Obesity is a major underlying cause of PCOS. As your weight increases, stressors build up on your entire cardiovascular system, with the lungs and heart, for example, having to work harder to distribute an adequate amount of freshly-oxygenated blood throughout the body. In addition to the increase in triglycerides and LDL “bad” cholesterol, there is a lowering of HDL “good” cholesterol, which, in combination, increases the risk of stroke and heart attack.
Ways to reduce heart disease risk include balancing glucose and insulin levels in the bloodstream, losing weight, regulating cholesterol and triglyceride levels, and lowering blood pressure to normal levels. To lose weight, eat a balanced nutritional diet, which includes low-cholesterol food and exercise regularly.
Click here to read how the Insulite PCOS System can help to reverse the symptoms of Insulin Resistance and PCOS.
Combating Heart Disease
Nearly all of us are born with immaculate arteries. But as soon as we learn how to feed ourselves, our arteries begin to go from clean to clogged. Taking better care of our cardiovascular system by watching our weight via a balanced diet and regular exercise goes a long way toward countering this effect. Adopting a healthier lifestyle will add years to your life as well as improving its quality.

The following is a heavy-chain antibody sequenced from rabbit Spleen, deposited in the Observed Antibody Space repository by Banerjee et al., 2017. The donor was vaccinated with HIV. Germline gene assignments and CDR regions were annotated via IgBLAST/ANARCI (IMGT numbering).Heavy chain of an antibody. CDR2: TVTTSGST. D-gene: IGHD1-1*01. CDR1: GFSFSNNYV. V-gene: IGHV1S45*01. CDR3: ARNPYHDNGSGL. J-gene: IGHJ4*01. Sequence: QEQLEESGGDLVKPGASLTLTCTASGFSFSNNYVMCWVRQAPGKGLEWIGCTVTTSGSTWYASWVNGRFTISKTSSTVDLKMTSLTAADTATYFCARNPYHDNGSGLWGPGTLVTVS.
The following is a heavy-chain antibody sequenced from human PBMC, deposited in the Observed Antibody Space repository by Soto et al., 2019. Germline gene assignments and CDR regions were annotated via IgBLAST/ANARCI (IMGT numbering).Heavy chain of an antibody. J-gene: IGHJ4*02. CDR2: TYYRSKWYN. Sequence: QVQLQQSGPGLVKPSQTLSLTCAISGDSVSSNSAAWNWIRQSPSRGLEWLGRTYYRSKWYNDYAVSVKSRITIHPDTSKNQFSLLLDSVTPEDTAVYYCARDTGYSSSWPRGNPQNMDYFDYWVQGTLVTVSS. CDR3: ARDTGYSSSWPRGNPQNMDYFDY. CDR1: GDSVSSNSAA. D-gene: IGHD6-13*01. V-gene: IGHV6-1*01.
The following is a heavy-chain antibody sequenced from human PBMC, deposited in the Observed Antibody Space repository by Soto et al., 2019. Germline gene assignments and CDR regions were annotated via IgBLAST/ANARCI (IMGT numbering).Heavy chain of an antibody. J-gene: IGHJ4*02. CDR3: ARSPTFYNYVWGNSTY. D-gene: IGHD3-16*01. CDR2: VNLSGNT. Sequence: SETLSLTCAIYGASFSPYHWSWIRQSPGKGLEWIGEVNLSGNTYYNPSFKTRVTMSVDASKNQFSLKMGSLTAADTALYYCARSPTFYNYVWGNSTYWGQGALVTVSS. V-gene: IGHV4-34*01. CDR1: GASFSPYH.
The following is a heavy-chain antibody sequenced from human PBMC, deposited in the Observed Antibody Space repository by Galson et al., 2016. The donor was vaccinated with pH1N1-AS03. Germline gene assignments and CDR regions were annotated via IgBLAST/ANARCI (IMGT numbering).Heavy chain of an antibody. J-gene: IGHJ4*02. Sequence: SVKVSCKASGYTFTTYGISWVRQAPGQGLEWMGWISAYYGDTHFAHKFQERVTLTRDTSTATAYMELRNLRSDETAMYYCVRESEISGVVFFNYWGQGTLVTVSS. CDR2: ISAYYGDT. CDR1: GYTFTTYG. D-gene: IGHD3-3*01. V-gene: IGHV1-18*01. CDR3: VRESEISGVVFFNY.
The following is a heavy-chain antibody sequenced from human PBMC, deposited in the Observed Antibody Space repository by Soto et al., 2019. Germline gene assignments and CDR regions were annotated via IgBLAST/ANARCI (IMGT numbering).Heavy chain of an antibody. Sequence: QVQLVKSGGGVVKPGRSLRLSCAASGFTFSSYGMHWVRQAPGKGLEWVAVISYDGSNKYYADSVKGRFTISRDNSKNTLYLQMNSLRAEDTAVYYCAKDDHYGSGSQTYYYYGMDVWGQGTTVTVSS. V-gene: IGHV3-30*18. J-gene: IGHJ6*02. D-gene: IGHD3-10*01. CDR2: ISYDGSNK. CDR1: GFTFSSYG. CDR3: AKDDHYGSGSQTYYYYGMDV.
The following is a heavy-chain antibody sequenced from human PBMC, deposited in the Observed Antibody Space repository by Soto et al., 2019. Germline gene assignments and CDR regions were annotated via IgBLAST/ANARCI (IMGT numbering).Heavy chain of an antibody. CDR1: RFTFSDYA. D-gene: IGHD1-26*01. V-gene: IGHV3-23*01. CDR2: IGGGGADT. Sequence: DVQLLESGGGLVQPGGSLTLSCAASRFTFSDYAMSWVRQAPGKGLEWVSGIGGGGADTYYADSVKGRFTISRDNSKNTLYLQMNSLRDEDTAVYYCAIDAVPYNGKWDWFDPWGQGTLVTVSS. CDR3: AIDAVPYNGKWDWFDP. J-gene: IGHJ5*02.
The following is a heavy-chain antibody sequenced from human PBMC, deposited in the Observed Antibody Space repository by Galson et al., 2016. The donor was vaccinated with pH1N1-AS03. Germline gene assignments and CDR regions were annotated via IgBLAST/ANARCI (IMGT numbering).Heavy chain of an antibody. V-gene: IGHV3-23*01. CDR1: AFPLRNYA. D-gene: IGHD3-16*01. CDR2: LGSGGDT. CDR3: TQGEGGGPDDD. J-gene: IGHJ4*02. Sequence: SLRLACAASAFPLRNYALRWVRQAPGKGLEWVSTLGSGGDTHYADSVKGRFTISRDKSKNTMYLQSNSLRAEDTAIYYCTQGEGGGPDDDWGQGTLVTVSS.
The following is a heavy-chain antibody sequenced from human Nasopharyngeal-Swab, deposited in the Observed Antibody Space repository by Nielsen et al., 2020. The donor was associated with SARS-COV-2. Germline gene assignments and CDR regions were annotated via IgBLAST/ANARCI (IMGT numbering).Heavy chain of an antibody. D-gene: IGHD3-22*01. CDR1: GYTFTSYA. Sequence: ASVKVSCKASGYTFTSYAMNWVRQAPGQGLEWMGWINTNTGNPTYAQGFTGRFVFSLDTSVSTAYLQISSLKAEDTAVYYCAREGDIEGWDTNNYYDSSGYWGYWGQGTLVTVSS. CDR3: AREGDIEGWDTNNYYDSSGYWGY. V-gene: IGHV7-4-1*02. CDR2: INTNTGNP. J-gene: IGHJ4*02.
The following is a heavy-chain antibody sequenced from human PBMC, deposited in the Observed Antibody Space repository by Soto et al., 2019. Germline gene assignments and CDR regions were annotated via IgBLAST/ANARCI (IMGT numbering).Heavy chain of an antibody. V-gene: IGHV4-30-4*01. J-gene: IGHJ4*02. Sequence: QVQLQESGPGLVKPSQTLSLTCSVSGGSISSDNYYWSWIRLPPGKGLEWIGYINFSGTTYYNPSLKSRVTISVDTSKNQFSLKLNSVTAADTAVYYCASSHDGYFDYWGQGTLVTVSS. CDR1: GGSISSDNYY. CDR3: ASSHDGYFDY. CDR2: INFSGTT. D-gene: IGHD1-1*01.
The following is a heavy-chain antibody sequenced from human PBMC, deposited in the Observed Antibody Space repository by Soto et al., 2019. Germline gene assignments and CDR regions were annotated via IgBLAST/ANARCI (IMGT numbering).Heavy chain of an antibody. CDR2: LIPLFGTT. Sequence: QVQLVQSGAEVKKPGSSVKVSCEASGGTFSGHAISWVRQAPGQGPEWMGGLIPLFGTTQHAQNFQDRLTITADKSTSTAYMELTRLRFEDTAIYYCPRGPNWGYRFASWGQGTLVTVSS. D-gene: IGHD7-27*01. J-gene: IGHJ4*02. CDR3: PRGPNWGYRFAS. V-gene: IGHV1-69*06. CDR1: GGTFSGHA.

If you pass this information on to your children, they, too, can take steps to avoid premature heart disease.
It isn’t just adult men who are especially prone to heart disease. Even pre-menopausal women, who were long considered resistant to “heart trouble,” should learn to reduce the risk factors that can cause damage to their cardiovascular system later in life.
When it comes to heart disease, there are factors that you can’t influence, like genetic vulnerability-we can’t choose our ancestors or alter our genes-and the aging process. But there are plenty of other areas where the effectiveness of taking preventive action is well documented by facts and figures.
Stopping smoking is a prime example. More than 400,000 Americans die each year from smoking-related diseases according to the Centers for Disease Control and Prevention. Cigarette smokers are four times more likely to have heart attacks and develop cardiovascular diseases than non-smokers. Men have a slightly higher risk than women. On average, lifetime smokers have a 50 percent chance of dying from a smoking-related disease. But quitting can quickly begin to nullify the risks-it’s never too late to stop. One year after quitting, your risk of heart disease drops by 50 percent, according to the World Health Organization (WHO). Within 15 years a former smoker’s risk of dying from heart disease approaches that of a lifetime non-smoker.